Human Genetics

, Volume 120, Issue 5, pp 671–680

Family-based association study of matrix metalloproteinase-3 and -9 haplotypes with susceptibility to ischemic white matter injury

Authors

    • Institute of Molecular MedicineUniversity of Texas Health Science Center at Houston
  • Thomas H. Mosley
    • Division of Geriatrics, Department of Internal MedicineUniversity of Mississippi
  • Clifford R. Jack
    • Department of Diagnostic RadiologyMayo Clinic and Foundation
  • Mariza de Andrade
    • Division of Biostatistics, Department of Health Sciences ResearchMayo Clinic and Foundation
  • Sharon L. R. Kardia
    • Department of EpidemiologyUniversity of Michigan
  • Eric Boerwinkle
    • Institute of Molecular MedicineUniversity of Texas Health Science Center at Houston
    • Human Genetics CenterUniversity of Texas Health Science Center at Houston
  • Stephen T. Turner
    • Division of Nephrology and Hypertension, Department of Internal MedicineMayo Clinic and Foundation
Original Investigation

DOI: 10.1007/s00439-006-0236-8

Cite this article as:
Fornage, M., Mosley, T.H., Jack, C.R. et al. Hum Genet (2007) 120: 671. doi:10.1007/s00439-006-0236-8

Abstract

Susceptibility to ischemic damage to the subcortical white matter of the brain has a strong genetic basis. Dysregulation of matrix metalloproteinases (MMPs) contributes to loss of cerebrovascular integrity and white matter injury. We investigated whether sequence variation in the genes encoding MMP3 and MMP9 is associated with variation in leukoaraiosis volume, determined by magnetic resonance imaging, in non-Hispanic whites and African-Americans using family-based association tests. Seven hundred and fifty-six white and 671 African-American individuals from sibships ascertained through two or more siblings with hypertension were genotyped for 7 and 8 haplotype-tagging polymorphisms in the MMP3 and MMP9 genes, respectively. MMP3 sequence variation was significantly associated with variation in leukoaraiosis volume in Whites. Two common haplotypes with opposing relationships to leukoaraiosis volume were identified. MMP9 sequence variation was also significantly associated with variation in leukoaraiosis volume in both African-Americans and Whites. Different haplotypes contributed to these associations in the two racial groups. These findings add to the growing body of evidence from animal models and human clinical studies suggesting a role of MMPs in ischemic white matter injury. They provide the basis for further investigation of the role of these genes in susceptibility and/or progression to clinical disease.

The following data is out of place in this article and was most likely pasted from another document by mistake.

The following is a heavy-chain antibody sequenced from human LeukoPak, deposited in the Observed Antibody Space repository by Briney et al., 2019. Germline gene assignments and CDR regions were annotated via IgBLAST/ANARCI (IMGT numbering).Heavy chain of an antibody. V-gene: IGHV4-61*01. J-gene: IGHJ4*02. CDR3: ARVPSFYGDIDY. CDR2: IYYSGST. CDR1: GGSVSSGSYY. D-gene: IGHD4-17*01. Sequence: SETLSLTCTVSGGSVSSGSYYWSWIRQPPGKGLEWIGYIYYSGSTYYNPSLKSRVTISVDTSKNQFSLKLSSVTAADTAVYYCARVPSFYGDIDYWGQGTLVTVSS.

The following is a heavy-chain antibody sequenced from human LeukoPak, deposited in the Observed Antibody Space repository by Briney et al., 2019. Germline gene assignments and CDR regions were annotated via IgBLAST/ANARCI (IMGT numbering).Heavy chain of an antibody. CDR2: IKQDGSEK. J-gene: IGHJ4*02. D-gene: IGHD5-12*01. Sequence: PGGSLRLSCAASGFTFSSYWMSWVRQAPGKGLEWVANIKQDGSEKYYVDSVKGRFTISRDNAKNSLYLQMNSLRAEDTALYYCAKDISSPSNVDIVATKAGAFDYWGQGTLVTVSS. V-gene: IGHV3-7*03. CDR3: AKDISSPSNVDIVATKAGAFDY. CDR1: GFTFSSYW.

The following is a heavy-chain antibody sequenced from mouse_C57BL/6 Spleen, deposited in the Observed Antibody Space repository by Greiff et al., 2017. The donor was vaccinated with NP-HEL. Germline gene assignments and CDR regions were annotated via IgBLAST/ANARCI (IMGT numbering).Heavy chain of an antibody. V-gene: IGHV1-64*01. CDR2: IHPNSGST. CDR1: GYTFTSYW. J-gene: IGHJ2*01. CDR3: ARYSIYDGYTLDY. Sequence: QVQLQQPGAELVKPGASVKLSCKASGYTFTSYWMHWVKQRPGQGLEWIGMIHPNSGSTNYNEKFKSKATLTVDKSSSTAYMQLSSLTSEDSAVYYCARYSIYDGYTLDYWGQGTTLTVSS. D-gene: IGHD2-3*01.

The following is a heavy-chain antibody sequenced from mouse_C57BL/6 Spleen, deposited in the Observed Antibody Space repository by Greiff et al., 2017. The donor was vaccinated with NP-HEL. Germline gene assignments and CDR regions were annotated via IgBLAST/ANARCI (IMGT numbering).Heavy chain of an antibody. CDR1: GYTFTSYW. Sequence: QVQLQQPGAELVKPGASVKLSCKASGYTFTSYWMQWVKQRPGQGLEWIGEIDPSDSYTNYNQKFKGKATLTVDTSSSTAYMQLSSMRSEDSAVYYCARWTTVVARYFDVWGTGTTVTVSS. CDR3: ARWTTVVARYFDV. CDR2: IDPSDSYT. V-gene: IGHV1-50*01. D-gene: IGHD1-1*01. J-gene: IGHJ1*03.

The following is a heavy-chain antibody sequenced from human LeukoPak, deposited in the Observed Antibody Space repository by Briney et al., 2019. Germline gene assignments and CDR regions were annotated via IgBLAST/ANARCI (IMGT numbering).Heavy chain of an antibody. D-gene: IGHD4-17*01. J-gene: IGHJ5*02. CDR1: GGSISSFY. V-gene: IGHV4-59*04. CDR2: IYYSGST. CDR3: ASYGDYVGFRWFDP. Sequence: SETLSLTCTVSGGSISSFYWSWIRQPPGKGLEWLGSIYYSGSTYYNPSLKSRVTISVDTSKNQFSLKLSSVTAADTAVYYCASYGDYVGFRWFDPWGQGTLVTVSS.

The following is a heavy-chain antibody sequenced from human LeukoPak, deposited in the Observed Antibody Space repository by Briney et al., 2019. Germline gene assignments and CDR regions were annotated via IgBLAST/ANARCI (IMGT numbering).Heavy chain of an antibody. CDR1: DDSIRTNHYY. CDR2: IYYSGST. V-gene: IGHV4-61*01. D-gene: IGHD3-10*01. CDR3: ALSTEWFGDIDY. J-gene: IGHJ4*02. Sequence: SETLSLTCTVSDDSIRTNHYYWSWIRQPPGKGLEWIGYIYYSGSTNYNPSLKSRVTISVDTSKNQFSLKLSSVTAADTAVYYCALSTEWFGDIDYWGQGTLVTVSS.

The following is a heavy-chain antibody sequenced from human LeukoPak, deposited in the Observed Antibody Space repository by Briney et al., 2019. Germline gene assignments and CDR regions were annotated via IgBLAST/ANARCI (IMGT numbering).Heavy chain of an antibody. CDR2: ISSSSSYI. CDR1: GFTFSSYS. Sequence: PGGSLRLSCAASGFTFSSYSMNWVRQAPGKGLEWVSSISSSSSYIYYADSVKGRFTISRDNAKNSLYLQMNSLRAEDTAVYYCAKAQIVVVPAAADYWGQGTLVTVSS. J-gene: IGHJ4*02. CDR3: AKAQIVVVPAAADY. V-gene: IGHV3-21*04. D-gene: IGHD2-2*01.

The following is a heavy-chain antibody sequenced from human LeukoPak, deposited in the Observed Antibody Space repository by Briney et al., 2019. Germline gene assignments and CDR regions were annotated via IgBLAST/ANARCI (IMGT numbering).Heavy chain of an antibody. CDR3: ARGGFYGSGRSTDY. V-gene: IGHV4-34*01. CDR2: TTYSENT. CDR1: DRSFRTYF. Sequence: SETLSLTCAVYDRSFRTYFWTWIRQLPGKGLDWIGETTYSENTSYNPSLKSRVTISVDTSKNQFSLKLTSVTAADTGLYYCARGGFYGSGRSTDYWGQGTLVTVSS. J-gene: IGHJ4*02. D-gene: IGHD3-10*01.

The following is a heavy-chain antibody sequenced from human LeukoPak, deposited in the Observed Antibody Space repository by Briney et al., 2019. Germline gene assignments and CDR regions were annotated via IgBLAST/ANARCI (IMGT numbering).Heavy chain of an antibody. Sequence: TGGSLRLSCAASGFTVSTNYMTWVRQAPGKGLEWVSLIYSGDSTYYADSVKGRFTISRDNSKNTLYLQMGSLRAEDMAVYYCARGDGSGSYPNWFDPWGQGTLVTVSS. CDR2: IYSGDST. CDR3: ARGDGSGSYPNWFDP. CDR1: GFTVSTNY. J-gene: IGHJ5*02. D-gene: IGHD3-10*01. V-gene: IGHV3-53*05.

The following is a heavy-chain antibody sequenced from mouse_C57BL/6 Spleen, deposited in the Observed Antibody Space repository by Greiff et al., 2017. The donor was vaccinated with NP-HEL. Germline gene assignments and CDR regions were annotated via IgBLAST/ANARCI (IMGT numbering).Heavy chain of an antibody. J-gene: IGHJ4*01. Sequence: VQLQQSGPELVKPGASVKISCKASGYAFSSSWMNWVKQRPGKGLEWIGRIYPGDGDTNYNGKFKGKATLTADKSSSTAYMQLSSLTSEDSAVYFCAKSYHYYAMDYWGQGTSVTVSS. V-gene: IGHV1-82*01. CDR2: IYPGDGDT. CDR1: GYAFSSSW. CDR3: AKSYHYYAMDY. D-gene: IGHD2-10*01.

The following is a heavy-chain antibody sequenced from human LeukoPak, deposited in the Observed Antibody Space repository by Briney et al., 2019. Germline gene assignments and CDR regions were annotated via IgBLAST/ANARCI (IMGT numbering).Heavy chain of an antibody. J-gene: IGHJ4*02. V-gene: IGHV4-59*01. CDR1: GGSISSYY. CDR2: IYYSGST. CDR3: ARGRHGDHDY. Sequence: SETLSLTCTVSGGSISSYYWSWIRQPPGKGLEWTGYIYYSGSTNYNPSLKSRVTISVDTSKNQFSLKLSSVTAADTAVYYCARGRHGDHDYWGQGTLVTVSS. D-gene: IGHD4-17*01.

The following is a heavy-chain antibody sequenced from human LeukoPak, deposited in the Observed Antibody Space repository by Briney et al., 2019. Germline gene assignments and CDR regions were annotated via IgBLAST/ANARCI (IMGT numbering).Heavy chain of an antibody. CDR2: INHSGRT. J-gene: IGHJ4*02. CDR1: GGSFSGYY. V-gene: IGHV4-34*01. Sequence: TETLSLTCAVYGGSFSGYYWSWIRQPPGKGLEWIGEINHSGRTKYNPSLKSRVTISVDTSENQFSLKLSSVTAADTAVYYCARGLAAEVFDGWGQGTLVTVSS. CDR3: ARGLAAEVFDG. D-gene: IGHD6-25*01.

Copyright information

© Springer-Verlag 2006